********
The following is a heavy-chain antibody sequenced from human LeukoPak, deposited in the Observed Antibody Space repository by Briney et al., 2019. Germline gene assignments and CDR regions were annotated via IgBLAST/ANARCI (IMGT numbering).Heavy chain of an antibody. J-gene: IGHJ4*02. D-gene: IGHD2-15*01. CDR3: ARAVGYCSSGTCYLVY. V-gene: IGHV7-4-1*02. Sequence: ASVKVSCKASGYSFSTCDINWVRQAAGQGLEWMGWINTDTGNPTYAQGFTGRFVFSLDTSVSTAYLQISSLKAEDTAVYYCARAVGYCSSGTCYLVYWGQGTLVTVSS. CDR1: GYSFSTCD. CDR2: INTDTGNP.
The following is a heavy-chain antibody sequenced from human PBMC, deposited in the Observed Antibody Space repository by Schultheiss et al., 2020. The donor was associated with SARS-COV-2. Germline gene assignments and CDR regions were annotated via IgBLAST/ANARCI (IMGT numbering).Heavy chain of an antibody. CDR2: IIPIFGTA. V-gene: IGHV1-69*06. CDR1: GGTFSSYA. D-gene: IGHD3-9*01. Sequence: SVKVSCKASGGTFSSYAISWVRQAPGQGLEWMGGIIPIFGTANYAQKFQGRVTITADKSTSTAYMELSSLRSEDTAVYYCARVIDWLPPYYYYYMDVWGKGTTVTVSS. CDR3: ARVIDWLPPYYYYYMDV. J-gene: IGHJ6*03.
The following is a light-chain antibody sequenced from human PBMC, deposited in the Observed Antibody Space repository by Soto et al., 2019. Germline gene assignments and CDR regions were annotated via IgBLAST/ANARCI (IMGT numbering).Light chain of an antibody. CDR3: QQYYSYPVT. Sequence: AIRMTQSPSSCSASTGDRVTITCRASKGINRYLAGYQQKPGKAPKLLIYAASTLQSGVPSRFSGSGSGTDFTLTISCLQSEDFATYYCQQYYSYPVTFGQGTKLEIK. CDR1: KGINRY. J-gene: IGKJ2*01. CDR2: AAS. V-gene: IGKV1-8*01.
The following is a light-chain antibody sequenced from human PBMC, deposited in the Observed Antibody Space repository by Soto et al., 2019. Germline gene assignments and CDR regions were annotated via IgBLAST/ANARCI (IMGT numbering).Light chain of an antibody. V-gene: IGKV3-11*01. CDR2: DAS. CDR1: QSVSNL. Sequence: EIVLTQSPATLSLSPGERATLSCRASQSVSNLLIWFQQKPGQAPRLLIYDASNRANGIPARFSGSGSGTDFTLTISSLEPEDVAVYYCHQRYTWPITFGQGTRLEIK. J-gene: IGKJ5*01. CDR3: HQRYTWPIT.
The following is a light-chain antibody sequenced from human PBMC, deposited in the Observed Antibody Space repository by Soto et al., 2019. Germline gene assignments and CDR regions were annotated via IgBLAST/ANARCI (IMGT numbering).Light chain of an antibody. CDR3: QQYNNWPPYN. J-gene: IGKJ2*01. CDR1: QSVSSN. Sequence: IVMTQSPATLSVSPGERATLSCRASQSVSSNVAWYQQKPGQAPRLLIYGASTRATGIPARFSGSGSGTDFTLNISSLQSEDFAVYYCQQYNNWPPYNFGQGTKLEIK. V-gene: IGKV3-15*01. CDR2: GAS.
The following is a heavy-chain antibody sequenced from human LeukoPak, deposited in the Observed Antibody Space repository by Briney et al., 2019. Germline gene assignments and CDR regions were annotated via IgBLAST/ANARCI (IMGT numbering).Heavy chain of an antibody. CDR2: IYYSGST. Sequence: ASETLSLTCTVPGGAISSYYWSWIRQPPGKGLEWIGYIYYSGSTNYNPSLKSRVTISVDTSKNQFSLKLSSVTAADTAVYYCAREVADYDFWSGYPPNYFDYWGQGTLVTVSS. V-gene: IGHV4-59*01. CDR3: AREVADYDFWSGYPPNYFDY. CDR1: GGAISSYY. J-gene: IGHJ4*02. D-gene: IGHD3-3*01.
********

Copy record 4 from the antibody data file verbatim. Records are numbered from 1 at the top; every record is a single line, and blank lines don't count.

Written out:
The following is a light-chain antibody sequenced from human PBMC, deposited in the Observed Antibody Space repository by Soto et al., 2019. Germline gene assignments and CDR regions were annotated via IgBLAST/ANARCI (IMGT numbering).Light chain of an antibody. V-gene: IGKV3-11*01. CDR2: DAS. CDR1: QSVSNL. Sequence: EIVLTQSPATLSLSPGERATLSCRASQSVSNLLIWFQQKPGQAPRLLIYDASNRANGIPARFSGSGSGTDFTLTISSLEPEDVAVYYCHQRYTWPITFGQGTRLEIK. J-gene: IGKJ5*01. CDR3: HQRYTWPIT.